Promises, Promises

Jerome Powell said mostly the “right” things Friday while speaking at a monetary policy conference alongside Ben Bernanke. I’m not sure it was an especially productive use of anyone’s time. Alas.

“Having come this far, we can afford to look at the data and make careful assessments,” Powell said, being careful to avoid language that markets might construe as a pre-commitment vis-à-vis the June FOMC meeting.

Banking sector developments are “contributing to tighter credit conditions” and could impede the economy, he went on. As a result, the Fed “may not need” to raise rates “as much as it would have otherwise” to achieve price stability. The “extent” of that substitution effect “is highly uncertain,” Powell said, recapping the message from last meeting’s press conference.

Although Fed officials have nodded gingerly (or not-so-gingerly in Lorie Logan’s case) in the direction of additional hikes, Powell didn’t appear eager to tilt market pricing one way or another for next month’s policy gathering. In other words, he seemed content with leaving the question open for now.

He paid all the obligatory lip service to inflation remaining far too high, and reiterated that failing to nip it in the bud, à la Fife, would only “prolong” America’s “pain.” It’s possible, Powell said, that additional supply shocks could come calling.

Notably, Powell went out of his way to say the positive supply shock from the globalization era is likely over. Here’s the full quote:

I will say that the positive supply shocks related to globalization probably contributed significantly to the period of low inflation that either ended, or was interrupted by, the onset of the pandemic. I’m thinking there of the vast increase in global labor supply, the development of efficient global supply chains facilitated by technological advances and things like that. And I would say those positive supply shocks do not seem likely to be repeated.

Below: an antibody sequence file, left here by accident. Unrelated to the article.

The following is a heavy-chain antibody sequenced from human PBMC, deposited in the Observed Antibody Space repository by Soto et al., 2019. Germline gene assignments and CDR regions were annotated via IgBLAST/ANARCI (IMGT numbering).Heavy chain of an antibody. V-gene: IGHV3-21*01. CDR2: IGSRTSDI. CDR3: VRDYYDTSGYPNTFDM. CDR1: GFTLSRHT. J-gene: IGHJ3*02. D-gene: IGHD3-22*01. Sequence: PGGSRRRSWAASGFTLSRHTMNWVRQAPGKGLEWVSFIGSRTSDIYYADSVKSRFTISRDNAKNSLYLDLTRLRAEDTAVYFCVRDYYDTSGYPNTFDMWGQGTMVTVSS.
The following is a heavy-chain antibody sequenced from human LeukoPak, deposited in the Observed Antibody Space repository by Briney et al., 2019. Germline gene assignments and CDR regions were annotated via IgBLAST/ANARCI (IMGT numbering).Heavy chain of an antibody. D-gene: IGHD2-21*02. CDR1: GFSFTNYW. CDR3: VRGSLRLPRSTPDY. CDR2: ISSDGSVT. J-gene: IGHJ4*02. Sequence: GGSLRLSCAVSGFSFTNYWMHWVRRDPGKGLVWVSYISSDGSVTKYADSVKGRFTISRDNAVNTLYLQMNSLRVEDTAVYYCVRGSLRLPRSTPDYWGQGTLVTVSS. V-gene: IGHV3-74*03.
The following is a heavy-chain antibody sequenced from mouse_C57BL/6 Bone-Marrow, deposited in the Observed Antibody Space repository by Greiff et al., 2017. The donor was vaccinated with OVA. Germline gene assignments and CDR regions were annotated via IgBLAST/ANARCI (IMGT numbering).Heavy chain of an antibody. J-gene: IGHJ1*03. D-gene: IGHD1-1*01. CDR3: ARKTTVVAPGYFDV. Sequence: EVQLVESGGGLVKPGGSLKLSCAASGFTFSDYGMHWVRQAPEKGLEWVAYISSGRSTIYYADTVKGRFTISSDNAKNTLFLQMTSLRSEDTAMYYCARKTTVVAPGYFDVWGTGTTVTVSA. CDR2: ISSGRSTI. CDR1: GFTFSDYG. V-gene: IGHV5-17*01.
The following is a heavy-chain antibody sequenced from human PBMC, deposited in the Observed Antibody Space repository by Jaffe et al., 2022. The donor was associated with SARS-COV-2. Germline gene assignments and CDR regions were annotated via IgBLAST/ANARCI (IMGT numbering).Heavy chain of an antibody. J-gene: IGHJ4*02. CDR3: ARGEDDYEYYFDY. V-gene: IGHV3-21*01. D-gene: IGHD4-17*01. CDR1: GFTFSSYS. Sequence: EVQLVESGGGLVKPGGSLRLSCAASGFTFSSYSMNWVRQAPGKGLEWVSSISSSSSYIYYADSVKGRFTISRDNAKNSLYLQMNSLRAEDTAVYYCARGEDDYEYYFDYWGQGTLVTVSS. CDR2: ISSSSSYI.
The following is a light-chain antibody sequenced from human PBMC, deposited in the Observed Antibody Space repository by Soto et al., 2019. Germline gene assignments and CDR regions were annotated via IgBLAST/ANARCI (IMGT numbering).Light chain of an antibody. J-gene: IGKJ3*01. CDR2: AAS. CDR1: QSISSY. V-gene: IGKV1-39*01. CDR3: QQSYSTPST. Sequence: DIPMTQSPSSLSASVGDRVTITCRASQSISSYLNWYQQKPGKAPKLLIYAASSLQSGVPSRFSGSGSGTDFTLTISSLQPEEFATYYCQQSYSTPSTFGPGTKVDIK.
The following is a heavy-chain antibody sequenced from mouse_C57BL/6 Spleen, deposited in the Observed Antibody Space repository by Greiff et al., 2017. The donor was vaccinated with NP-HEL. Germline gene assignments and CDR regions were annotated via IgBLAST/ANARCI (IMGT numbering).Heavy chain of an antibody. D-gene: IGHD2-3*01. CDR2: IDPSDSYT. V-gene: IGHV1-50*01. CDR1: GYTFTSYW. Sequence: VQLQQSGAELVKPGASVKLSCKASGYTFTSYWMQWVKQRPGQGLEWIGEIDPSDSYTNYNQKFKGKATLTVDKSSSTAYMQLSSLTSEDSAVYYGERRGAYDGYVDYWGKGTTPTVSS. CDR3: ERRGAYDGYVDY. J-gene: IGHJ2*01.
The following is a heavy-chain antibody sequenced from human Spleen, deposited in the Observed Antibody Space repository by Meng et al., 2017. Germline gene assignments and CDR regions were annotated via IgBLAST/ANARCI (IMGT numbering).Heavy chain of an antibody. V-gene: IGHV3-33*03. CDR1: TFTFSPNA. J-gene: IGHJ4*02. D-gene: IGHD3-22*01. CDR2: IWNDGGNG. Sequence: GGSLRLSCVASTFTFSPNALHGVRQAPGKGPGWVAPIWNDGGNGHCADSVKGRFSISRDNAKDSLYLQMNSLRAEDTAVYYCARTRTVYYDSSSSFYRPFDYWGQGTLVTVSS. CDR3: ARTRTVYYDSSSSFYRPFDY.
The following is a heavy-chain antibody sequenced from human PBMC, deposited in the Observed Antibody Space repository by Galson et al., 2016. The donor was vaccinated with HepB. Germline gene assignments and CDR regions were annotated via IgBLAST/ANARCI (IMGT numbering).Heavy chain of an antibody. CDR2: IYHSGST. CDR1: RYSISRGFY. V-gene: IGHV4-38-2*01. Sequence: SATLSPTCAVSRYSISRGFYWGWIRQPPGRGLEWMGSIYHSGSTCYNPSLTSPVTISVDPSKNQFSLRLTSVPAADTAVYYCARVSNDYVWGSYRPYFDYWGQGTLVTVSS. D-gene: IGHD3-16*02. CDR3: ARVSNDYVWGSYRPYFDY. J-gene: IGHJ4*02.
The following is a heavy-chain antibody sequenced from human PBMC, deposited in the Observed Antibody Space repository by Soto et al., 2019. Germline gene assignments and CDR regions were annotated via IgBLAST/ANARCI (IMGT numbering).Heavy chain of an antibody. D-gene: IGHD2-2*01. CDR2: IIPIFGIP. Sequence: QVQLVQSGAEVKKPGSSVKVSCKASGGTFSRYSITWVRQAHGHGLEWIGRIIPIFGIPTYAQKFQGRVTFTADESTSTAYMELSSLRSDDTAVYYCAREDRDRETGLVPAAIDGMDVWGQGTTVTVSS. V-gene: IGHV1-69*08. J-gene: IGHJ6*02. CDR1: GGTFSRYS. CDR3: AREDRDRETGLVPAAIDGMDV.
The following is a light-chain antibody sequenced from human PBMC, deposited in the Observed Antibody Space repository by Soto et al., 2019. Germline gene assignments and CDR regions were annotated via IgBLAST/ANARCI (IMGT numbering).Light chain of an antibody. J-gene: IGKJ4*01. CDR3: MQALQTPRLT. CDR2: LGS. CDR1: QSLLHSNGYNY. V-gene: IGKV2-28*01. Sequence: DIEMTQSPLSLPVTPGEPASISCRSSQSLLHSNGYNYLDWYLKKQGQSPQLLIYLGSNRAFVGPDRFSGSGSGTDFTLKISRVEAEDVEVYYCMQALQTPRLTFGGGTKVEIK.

I won’t subject readers to the r-star debate again, but if neutral is higher, it’d square with the economy’s refusal to roll over despite 500bps of rapid hiking. Those interested in Powell’s remarks on the subject can listen here around the 19:00 mark.

To reiterate, what mattered Friday was that Powell didn’t lean overtly in the direction of another hike. There’s been no decision about future policy tightening, he said, after noting that the Fed was expecting to tighten further until recently.

The data supports the view that inflation progress will be slow, and the market-implied policy path (by which Powell meant pricing for cuts in the back half of 2023) remains inconsistent with the Fed’s forecasts.

So, pause or not in June, the Fed is still keen on “higher for longer.”

At one point, Powell quoted Bernanke while sitting next to him. “What a central bank can do is control inflation. And that is true over time, even in the presence of supply shocks.”

Promises, promises.


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